By Hemanth Kissoon
“You can relax, I’m not going to turn into the Count of Monte Cristo,” Khodorkovsky in a letter on revenge.
Proceedings begin with a slow reveal of a snowy oilfield in Russia. Some kids are asked if they have heard of Khodorkovsky. One responds, “He stole a lot of money from Russia”. Mikhail Khodorkovsky was the wealthiest man in Russia, and in 2002 was the richest person in the world under 40 years old. Through a mixture of archive footage, interviews and striking animation, this documentary poses the question: How did he end up in prison? Khodorkovsky was sentenced to eight years in a penal colony in Siberia (nearly 4000 miles from Moscow) for tax evasion. The former Yukos Oil boss is incarcerated because he picked a fight with Vladimir Putin say some people of the area. The prison is in a secret town. The director (Cyril Tuschi) wants to interview him – that is the narrative thrust - a now boring device, used by the likes of Michael Moore and Nick Broomfield. Documentarians should jettison that structure.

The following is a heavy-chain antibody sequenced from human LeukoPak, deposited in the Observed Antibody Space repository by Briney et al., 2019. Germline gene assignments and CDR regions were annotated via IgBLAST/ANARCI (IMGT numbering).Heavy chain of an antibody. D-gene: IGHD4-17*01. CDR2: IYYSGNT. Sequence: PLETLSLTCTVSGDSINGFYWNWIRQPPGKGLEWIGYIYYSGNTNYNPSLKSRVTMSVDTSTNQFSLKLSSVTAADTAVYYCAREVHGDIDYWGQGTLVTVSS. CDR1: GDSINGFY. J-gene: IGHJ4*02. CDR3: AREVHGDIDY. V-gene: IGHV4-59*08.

How privatisation occurred under Yeltsin is interestingly explained and defended, giving us an overview. There is a second trial, where we get to meet Khodorkovsky. This time he is accused of stealing 350 million barrels of his own oil. His life is looked at from the age of 19, at university. Details about him are given, but not enough insight. There doesn’t seem enough balance. The doc shows a billionaire with burgeoning liberal political ambitions that appears to be a victim of a gross miscarriage of justice. The portrayal of corruption is disturbing and scary, and Putin comes off extremely badly. However, to be one of Russia’s tycoons, the things he has done to rise up are glossed over – I don’t know what the full picture is, and we don’t appear to be told. Khodorkovsky is called “the best and the worst” of the oligarchs. Doing a warts-and-all on him might have diluted the message; but the film feels incomplete. This is about morality and human rights, without a full analysis of the subject. Did he cross any lines? A great query is posed: Is Khodorkovsky to be blamed too for contributing to the concoction of the system which imprisoned him? How did he allow himself to be in this position? Is it redemption through being a political prisoner? “Sacrificing the queen for the end game,” suppositions his former bank advisor. Very intriguing.